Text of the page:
Friends, Blakelock and Roerich

We couldn’t wrap up 2016 without another visit to New York City, to see our good friends, Michael and Dale, again before we set off for India, and to visit a gallery with a special show of paintings of a favorite artist, Ralph Albert Blakelock (1847-1919) . Christmas is always a great time to be in the city, and although it was still just under a month away, there were early signs of decorations and lights everywhere. On Saturday morning, entrepreneurs were out selling pine trees on the sidewalk or in empty lots – a little boy with eyes as large as saucers hugging a tree trunk, staking his claim…as night fell, a father with his two daughters, all three in Santa hats, jubilantly dragging a tree home.


The Blakelock show was in a private gallery on Park Avenue, on the third floor of an exclusive apartment building. We rang the doorbell and a courteous young man greeted us, “Let me hang up your coats…would you like anything to drink?” The three paintings hanging in the foyer were so compelling that it was hard to move on to the labyrinth of rooms where 125 more were displayed. Overstuffed couches allowed you to sit and contemplate these remarkable works.


A contemporary described Blakelock’s moonlight paintings as capturing the moment when night is about to commence; “when the light in the western sky lingers, glowing… and the trees make giant patterns of lace against the light.”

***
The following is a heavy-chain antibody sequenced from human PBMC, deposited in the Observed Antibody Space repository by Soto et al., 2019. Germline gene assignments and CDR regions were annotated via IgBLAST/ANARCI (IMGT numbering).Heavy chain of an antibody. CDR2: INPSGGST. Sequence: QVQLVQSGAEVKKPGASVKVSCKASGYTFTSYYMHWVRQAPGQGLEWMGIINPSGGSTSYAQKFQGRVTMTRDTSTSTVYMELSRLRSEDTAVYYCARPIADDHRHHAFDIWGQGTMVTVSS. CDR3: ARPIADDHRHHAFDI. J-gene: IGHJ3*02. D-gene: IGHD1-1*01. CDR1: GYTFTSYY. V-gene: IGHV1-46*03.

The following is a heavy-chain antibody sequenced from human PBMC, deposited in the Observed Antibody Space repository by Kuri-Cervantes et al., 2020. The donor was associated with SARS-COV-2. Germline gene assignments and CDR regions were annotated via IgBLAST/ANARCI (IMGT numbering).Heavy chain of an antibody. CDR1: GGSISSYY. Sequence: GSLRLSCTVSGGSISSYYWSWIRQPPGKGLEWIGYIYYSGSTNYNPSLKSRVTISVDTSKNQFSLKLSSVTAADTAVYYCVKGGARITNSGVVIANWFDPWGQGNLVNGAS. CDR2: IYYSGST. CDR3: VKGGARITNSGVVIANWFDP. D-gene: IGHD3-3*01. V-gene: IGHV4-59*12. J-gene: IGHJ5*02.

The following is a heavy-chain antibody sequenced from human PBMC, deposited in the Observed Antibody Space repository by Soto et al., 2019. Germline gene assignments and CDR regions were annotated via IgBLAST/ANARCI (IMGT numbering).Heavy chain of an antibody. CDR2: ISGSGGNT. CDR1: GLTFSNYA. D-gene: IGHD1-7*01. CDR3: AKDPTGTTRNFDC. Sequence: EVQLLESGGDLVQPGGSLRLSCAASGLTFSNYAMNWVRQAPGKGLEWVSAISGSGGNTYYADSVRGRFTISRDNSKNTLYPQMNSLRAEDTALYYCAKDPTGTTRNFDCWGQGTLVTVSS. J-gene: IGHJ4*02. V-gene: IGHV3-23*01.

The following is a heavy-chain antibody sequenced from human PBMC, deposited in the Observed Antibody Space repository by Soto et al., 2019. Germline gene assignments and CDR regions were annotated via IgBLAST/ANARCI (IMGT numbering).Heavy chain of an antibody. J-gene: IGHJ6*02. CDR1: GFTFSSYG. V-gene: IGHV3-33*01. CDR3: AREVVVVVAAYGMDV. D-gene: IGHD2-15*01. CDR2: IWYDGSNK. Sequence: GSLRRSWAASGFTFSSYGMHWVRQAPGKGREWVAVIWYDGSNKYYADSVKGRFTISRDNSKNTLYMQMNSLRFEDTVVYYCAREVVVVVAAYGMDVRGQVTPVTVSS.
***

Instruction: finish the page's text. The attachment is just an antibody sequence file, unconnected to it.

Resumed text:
His later paintings tended to become more abstract, a harbinger of things to come in the New York art scene. Gerard struck up a conversation with others in the room  (most of the people in the gallery were artists).  They offered their own insight to Blakelock ‘s technique and inspiration; one of them even called this the “Show of the Century.”


We left the show and walked across Central Park to the upper east side to meet up with an old friend from Boston. He’s Professor of jazz studies at Rutgers and is a leading expert on John Coltrane. Gerard never misses the opportunity to pump him for information. He is newly married and moved into his wife’s apartment. She served us a wonderful lunch and is as interesting and unique as her new husband.  She’s managed to accommodate his baby grand, and collection of CDs, tapes, books etc.  The apartment is bursting a the seams!


In the afternoon we took our friends over to the Nicolai Roerich museum also on the upper west side. Roerich is the Russian painter we discovered in India, where he made his home in a small town in the Himalayas. Our third visit in the past few years, his paintings continue to stand up over repeated viewings.


The weather wasn’t up to walking around the city, so on Sunday we decided to take the train to the Brooklyn Museum.


It’d been over 30 years since we’d been there and we spent most of our time in the American wing, not quite up to the Met’s Collection but none the less well worth the visit.


The museum has a collection of the New York “Ashcan” painters, including this one by George Bellows.



Monday morning came all too soon. Saturated by art, but not by New York City or the company of our good friends, we took the bus back to Boston. To our surprise, there was a light scattering of snow on the ground. But it is, after all, December and finally time to begin packing that small case!